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It’s a question that many people ask – what’s the point of a savings account? 

After all, it seems like you could just put your money under your mattress and save yourself the hassle. But there are several reasons why a savings account is a good idea.

In this blog post, we will discuss the benefits of having a savings account and explain why it’s important for everyone to have one.

What’s the Point of a Savings Account? (Pros and Cons)

What’s the point of a savings account?

It’s helpful to have a savings account because it is a safe place for you to slowly grow your money, nearly risk-free at a modest percentage. This can help you to hedge against inflation, which grows at about three percent per year on average.

This means that if you just have cash, it will slowly become worth less over time as inflation goes up. Even worse, money in cash isn’t insured, so if something happens to it, you could lose everything.

These days, the percentage of return you get from a savings account is very low. However, this is still better than the percentage of return you would get from leaving your money in cash, which would lose value over time.

You may also be interested in: 12 Reasons Why You Should Save Money – Starting Today

A savings account also allows you to have fairly easy access to your money when you need it. This can be helpful in case of an emergency or if you want to make a large purchase since it only takes a few days to transfer and is usually penalty-free.

Some savings accounts also offer additional features, such as the ability to write checks or use a debit card connected to your account. This can be helpful if you want to avoid carrying around a lot of cash but still want easy access to your account.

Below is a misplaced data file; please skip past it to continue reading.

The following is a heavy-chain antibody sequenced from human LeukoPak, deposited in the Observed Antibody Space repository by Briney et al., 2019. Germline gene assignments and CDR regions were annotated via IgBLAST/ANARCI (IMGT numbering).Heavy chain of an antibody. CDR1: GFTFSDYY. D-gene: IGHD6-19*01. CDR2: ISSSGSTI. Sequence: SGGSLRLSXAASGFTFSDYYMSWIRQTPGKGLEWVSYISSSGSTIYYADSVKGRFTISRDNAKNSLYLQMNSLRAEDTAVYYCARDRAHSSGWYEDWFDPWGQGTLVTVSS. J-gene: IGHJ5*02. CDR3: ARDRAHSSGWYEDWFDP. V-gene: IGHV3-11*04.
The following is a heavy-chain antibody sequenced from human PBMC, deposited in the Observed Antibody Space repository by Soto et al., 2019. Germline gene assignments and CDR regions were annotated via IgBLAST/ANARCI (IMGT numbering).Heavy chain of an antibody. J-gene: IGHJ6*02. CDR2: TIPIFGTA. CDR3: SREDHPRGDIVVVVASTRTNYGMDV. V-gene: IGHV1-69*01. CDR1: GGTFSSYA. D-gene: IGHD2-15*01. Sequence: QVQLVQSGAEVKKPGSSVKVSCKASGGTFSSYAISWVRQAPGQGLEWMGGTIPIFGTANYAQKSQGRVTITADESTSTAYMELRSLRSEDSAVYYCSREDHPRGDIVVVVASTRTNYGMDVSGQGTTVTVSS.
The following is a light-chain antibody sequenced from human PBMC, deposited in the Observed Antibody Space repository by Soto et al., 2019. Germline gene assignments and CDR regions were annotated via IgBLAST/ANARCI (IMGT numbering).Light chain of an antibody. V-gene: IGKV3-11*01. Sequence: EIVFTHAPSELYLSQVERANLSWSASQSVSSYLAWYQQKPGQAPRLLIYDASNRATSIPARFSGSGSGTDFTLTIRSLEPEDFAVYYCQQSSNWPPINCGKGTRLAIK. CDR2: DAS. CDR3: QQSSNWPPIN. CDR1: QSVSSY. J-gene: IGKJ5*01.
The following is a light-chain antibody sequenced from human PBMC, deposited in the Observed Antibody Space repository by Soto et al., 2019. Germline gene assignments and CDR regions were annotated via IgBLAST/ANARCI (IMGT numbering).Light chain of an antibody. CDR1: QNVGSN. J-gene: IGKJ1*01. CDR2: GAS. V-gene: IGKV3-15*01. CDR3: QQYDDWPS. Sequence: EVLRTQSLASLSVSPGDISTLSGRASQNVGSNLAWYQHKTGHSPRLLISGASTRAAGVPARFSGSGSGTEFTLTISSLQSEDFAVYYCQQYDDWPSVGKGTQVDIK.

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CIT Bank – Money Market Account

Our pick: Best high interest savings account

Why? Well, because it’s got:

  • 1.00% interest (over 11 times higher than the national average)
  • No fees and only a $100 minimum deposit
  • FDIC insured, meaning your money’s safe

Advantages of a savings account

While savings accounts are known as traditional financial tools, new life has been breathed into them in recent years. The following are some advantages of having a savings account in your money mix:

  • A savings account is a safe place to store your money. Your money is insured by the FDIC (Federal Deposit Insurance Corporation) for up to $250,000 per depositor, per bank. This means that your money is protected if something happens to the bank.
  • A savings account is a liquid asset. This means that you can easily access your money when you need it. You can typically make up to six withdrawals from your savings account per month without incurring any fees.
  • They can help you spend less. When you have money in a savings account, you are less likely to spend it because it’s separated from your checking account and harder to access. There would also be a chance that you can save $1000 a month or even more doing this!